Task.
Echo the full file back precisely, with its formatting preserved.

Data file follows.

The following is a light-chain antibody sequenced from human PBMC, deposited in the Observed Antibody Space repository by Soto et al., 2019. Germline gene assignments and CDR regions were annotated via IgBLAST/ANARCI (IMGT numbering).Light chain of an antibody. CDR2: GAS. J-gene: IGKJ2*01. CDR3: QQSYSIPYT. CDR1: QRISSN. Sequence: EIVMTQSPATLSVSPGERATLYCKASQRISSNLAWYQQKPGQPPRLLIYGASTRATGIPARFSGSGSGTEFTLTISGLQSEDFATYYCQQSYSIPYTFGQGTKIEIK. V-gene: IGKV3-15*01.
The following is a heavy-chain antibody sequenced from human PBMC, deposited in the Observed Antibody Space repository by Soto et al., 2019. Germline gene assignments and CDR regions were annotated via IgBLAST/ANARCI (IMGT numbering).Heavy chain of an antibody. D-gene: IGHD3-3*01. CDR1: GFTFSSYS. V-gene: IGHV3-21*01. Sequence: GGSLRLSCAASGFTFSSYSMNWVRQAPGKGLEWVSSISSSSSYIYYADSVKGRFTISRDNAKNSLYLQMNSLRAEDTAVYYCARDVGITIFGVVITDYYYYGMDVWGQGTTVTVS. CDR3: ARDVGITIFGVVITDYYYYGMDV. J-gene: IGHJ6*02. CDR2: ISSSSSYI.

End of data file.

The following is a light-chain antibody sequenced from human PBMC, deposited in the Observed Antibody Space repository by Soto et al., 2019. Germline gene assignments and CDR regions were annotated via IgBLAST/ANARCI (IMGT numbering).Light chain of an antibody. CDR2: GAS. J-gene: IGKJ2*01. CDR3: QQSYSIPYT. CDR1: QRISSN. Sequence: EIVMTQSPATLSVSPGERATLYCKASQRISSNLAWYQQKPGQPPRLLIYGASTRATGIPARFSGSGSGTEFTLTISGLQSEDFATYYCQQSYSIPYTFGQGTKIEIK. V-gene: IGKV3-15*01.
The following is a heavy-chain antibody sequenced from human PBMC, deposited in the Observed Antibody Space repository by Soto et al., 2019. Germline gene assignments and CDR regions were annotated via IgBLAST/ANARCI (IMGT numbering).Heavy chain of an antibody. D-gene: IGHD3-3*01. CDR1: GFTFSSYS. V-gene: IGHV3-21*01. Sequence: GGSLRLSCAASGFTFSSYSMNWVRQAPGKGLEWVSSISSSSSYIYYADSVKGRFTISRDNAKNSLYLQMNSLRAEDTAVYYCARDVGITIFGVVITDYYYYGMDVWGQGTTVTVS. CDR3: ARDVGITIFGVVITDYYYYGMDV. J-gene: IGHJ6*02. CDR2: ISSSSSYI.